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Messages - Xenon

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Nope, I used community pots for the seeds and would get albinos mixed in with green seedlings of Starburst pummelo. Seedlings received outdoor light as soon as they broke the soil line.

No albinos found in Valenica orange, Autumn Honey tangerine, Marsh grapefruit, etc under the same care and conditions.

Unless you're referring to the less than perfect conditions of the seedling photo I posted. That would just be the wear and tear of partial neglect and the hottest Texas summer of all time.

My best guess is that the extremely low rate of self-pollination produces a relative abundance of albino seedlings while any kind of foreign pollen confers a dominant chlorophyll restoring allele (no albinos).

Here is a paper about inheritance of genetic albinsim in zygotic seedlings involving grapefruit:
"Inheritance of albinism in #grapefruit (Citrus paradisi Macf.; al2+al2−) and‘Hanayu’ (C. hanaju hort. ex Shirai; al1+al1−)"

"It seems that the genetic albinism of a given Citrus genotypes is a stable trait governed by one or more recessive nuclear genes.
The albinism is not affected by environmental conditions and seedling age after seed germination, but recovered by greenrestorers. Some Citrus accessions with relation to grapefruit and Hanayu carry these genes. These accessions will be very useful materials for producing markers in experiments such as micrografting, breeding and chloroplast research in Citrus."

This is my best seedling out of several dozen seeds. Notice the "pure" pummelo phenotype with rounded leaf tips, large petiole wing, and glossy leaf. A few others look a bit doubtful with pointed tips and less glossy leaves, somewhat grapefruit-like. Others looked obviously outcrossed, lacked vigor, or were albino/partially albino. Time will tell if your seedlings are pure pummelos. I'd be wary of the occasional fruit with many seeds, it's probably outcrossed.

These are isolated seeds from self-incompatible pummelos. In theory, the pummelos should be seedless just like "seedless" clementine or Afourer.

In practice, every other pummelo might only have 1 seed. I've even gone through 5 or so Starburst pummelos in a row without finding a seed. Takes eating several dozen fruits just to get a dozen seeds. Definitely NOT the usual seedy cross pollinated pummelo.

The albinism is genetic, probably related to self-incompatibility in pummelo. The few viable seeds are probably the result of something very low chance happening (or outcrossing) during fertilization and/or development that restores viability. None of my other citrus seeds exhibit such high rates of albinism (or ever, really), I've sprouted dozens of other citrus seeds and none of them ever turn up albino except for the Starburst pummelo.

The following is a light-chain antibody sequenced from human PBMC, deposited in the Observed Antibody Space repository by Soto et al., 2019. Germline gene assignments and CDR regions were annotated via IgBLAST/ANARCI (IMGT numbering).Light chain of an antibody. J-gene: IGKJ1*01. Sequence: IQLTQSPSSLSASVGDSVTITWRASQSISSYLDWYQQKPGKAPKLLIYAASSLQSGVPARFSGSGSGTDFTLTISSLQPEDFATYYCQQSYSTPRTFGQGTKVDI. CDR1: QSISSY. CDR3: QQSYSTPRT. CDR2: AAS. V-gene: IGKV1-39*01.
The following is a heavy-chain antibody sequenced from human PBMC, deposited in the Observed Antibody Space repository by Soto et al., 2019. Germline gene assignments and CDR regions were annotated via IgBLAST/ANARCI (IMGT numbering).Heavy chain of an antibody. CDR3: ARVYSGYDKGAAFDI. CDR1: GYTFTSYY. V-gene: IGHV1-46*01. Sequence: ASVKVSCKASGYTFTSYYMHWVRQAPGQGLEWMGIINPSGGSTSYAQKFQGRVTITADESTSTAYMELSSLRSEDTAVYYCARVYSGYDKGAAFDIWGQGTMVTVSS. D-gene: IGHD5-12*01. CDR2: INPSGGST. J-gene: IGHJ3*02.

This pummelo is not patented unlike their tangerines. The most info I was able to find is that it's of Thai origin.

Yes it's delicious with good acid-sweet balance and ridiculously thin skin (for a pummelo). Way better than the mostly trash pummelos from California, Oroblanco, and even the imported Vietnamese pummelos. I have some seedlings from 2022 and am growing out some more from this year, hopefully something good turns up. Yes I'm aware pummelo seed is zygotic, but it's really easy to spot pummelo seedlings from non-pummelo. Also, about half or more of the seedlings are albino and a good percentage look obviously non-pummelo.

I think I have stumbled on a game changer, though. Okra is rediculously easy to graft. Below is a picture of an okra grafted to cranberry hibiscus (H. acetosella). Easiest thing I ever grafted and healed in only 3 days. I wish I would have grafted it at the beginning of summer instead of the end.

How is the growth of okra after a few weeks/long-term? Any delayed incompatibility? Thanks

Tropical Fruit Discussion / Re: Cacao Growers, zone pushing and varietals
« on: November 06, 2023, 12:46:34 PM »
Lychee is a million times more cold hardy than cacao. Fairchild near Miami has a mature cacao in zone 11a and even it gets cold damage once or twice a decade when the low is near 40F. The handful of nights below 55F are enough to cause flower drop and fruit abortion in the "winter".

Zone 10 in Florida is also a million (x1000) times more tropical than Bay Area zone 10, it's not "just drier"...the difference is night and day in temperature and overall weather pattern. Equating Florida zones with California zones is 100% wrong and will just cause you heartbreak. Bay Area obviously has nothing to do with warm beaches lined with coconuts. No parallel whatsoever!

Still looking for a 1-2 years old plant. Thanks!

Anyone in Houston have Grimal jaboticaba for sale?


Sent you a message

Tropical Fruit Discussion / Re: Fruits of Canary Islands
« on: February 05, 2019, 02:08:57 AM »
Close to sea level you can grow anything except of ultra tropicals: no durian, mangosteen, rambutan, pulasan, Mangifera caesia, chempedak, etc. All other ssp. you mentioned do fine.

Here is a nice breadfruit tree on the SW coast of Tenerife:]. All of those ultra tropicals are probably worth a shot too, especially on the SW coast.

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